New marine reserve for Galapagos Islands

Ecuador has announced the creation of a new marine reserve in Galapagos, expanding the current protected area by 60,000 km2. 

The reserve, announced at COP26 in Glasgow, will create half of a proposed corridor called for by scientists that could connect protected areas of the Galapagos Marine Reserve with Costa Rica’s Cocos Island. And if that marine reserve is completed it would create a safe migration route for migratory endangered marine species such as hammerhead and whale sharks, and leatherback and green sea turtles.

'Ecuador’s action to create the Ecuadorian part of the Cocos-Galapagos Swimway is an exciting and major step forward for the protection of critically endangered migratory species.' says Todd Steiner, executive director of Turtle Island Restoration Network and founding board member of MigraMar, two of the organizations leading the call for the Swimway. Turtle Island has been working for nearly a decade to bring this idea to fruition and Steiner says the organisation will continue to provide more scientific justification work to convince Ecuador to expand its size in the future. 'And now we need Costa Rica to expand a fully protected area from Cocos Island to the Ecuador border to complete the Swimway, and fully protect the magnificent and critically endangered species in the Eastern Pacific.'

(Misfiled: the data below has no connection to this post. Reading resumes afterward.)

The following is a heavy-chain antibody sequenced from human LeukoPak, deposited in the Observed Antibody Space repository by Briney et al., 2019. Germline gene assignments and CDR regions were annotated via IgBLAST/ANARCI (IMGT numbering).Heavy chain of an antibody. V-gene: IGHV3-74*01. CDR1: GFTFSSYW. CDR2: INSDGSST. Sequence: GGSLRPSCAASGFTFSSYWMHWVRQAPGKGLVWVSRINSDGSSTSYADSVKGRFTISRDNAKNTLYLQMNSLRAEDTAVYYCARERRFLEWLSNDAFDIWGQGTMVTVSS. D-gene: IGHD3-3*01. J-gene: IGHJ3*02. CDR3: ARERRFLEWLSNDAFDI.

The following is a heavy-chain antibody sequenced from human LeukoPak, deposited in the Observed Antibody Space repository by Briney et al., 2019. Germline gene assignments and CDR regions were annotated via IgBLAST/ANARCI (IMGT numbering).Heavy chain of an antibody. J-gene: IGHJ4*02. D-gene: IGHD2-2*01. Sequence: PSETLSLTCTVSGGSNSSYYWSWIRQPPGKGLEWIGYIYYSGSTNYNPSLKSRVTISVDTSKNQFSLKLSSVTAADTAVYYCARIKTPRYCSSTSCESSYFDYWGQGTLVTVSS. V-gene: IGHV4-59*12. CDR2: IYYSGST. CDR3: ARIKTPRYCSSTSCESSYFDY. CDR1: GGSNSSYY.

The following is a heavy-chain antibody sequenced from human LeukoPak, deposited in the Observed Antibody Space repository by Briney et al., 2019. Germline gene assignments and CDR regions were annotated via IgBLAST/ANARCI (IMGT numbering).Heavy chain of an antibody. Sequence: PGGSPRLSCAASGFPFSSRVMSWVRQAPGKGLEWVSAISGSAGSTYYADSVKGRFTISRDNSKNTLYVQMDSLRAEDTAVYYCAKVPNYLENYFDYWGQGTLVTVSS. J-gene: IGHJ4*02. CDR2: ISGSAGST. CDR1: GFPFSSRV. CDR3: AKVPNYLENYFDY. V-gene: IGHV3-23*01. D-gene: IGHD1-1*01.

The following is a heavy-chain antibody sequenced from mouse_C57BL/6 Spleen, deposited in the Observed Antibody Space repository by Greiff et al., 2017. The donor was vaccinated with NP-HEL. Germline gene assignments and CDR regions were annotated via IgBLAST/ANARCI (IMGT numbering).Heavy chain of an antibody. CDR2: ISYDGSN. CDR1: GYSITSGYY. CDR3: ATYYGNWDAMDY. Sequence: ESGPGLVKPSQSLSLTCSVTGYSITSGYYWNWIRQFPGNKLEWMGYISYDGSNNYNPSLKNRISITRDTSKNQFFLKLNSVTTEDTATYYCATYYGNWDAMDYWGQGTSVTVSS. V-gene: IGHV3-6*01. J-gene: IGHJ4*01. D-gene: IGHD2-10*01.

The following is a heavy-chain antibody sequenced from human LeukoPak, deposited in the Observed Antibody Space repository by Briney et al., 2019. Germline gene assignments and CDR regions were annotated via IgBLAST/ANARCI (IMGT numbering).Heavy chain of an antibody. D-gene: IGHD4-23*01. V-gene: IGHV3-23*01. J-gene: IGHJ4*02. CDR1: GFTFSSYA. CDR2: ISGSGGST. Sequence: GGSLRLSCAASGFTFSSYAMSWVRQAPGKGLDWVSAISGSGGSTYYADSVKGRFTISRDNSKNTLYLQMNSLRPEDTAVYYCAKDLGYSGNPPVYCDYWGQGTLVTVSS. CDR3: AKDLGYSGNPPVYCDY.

Of the new area, 30,000 km2 will be located on the Cordillera de Los Cocos, where no fishing activity is permitted. There will be an area of no longline fishing for 30,000 square kilometers northwest of the Galapagos Marine Reserve.

More than 150 environmental organisations, thousands of scientists and members of the public are calling for the Cocos-Galapagos Swimway to be completed urgently.

'It is now in the hands of the Costa Rican government to match the actions of Ecuador and complete the Swimway that will protect the ecological and economic integrity of these nations for future generations' said Mariano Castro, Turtle Island Restoration Network's Legal & Policy Analyst.

In addition to moving Ecuador towards the 30x30 goal of reaching 30 per cent marine protection by 2030, this announcement will help protect the economy of the region by protecting the marine biodiversity so many visitors travel to the Galapagos and Cocos Island to see. 

The Galapagos National Park has an area of ​​8,000 km2 and is considered by experts as the best conservation state in the world due to 97 per cent of its island territory being a National Park and more than 130,000 square kilometers of its waters being a protected marine reserve. Ninety five percent of the species registered in Galapagos are unique to the region.